Drawing on her years of military experience, Maureen Heard was careful to follow all the rules when she filled out an absentee ballot in 2016. She read the instructions thoroughly, signed where she was supposed to, put the ballot in its envelope and dropped it off at the clerk’s office in her New Hampshire town. She then left so she could return to a temporary federal work assignment in Washington, D.C. “I have learned over the years, many years in the military of filling out forms, how to fill out forms — and I was very intimidated by the process,” said Heard, who served in the Air Force and was a lieutenant in the U.S. Coast Guard. “I was like, ‘Oh my gosh, I have to make sure I get it absolutely right.’ And then it didn’t count.” Heard, 57, discovered last year that she was among roughly 319,000 voters across the country whose absentee ballots were rejected during the last presidential election. The reasons varied, ranging from missed deadlines to failure to sign the return envelope. Heard’s ballot was tossed out because her signature did not match the one on file at her local election office.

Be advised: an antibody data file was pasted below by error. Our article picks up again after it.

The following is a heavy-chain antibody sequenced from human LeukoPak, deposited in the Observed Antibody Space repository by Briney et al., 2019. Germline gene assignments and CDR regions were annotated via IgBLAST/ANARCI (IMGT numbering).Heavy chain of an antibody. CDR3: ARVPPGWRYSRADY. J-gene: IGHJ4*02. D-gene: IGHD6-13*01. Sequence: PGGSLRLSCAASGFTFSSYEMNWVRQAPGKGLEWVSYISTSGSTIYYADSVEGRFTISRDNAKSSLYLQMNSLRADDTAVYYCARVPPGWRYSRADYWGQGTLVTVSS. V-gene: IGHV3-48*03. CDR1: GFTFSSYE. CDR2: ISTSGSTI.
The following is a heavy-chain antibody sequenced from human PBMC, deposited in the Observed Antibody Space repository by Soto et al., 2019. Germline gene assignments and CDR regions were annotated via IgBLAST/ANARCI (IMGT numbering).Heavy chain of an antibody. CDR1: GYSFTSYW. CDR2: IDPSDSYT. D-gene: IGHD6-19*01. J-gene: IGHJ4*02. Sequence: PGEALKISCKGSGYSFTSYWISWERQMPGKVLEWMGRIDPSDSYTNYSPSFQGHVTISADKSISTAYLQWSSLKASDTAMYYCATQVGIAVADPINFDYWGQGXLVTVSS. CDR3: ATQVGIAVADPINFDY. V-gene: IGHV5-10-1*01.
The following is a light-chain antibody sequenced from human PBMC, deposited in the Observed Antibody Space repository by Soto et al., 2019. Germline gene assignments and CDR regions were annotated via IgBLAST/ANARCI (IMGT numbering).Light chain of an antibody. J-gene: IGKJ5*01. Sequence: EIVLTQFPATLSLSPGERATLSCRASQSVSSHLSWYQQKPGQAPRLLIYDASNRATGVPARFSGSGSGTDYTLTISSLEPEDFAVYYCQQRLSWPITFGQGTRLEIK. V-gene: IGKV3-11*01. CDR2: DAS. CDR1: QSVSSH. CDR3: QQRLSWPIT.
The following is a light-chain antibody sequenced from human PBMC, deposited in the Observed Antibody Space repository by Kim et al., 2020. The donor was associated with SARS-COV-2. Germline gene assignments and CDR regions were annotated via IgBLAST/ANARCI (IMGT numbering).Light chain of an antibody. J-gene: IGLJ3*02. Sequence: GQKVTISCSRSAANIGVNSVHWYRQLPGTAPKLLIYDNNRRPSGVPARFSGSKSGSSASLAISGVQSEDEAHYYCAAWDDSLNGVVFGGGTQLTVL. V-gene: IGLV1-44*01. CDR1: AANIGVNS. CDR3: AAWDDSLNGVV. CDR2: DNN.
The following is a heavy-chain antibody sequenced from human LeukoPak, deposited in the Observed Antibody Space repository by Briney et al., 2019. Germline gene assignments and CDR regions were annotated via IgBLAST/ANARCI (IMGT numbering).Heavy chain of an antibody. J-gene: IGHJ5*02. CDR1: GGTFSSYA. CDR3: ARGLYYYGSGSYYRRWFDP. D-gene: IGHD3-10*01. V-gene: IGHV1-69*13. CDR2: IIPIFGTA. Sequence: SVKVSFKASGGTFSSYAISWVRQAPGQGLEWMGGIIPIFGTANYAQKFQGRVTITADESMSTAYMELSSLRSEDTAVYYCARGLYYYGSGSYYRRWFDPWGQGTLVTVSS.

It was a mystery worthy of crime novelist Raymond Chandler. On 8 November 2016, African Americans did not show up. It was like a day of absence. African Americans had virtually boycotted the election because they “simply saw no affirmative reason to vote for Hillary”, as one reporter explained, before adding, with a hint of an old refrain, that “some saw her as corrupt”. As proof of blacks’ coolness toward her, journalists pointed to the much greater turnout for Obama in 2008 and 2012. It is true that, nationwide, black voter turnout had dropped by 7% overall. Moreover, less than half of Hispanic and Asian American voters came to the polls. This was, without question, a sea change. The tide of African American, Hispanic and Asian voters that had previously carried Barack Obama into the White House and kept him there had now visibly ebbed. Journalist Ari Berman called it the most underreported story of the 2016 campaign. But it’s more than that. The disappearing minority voter is the campaign’s most misunderstood story. Minority voters did not just refuse to show up; Republican legislatures and governors systematically blocked African Americans, Hispanics and Asian Americans from the polls.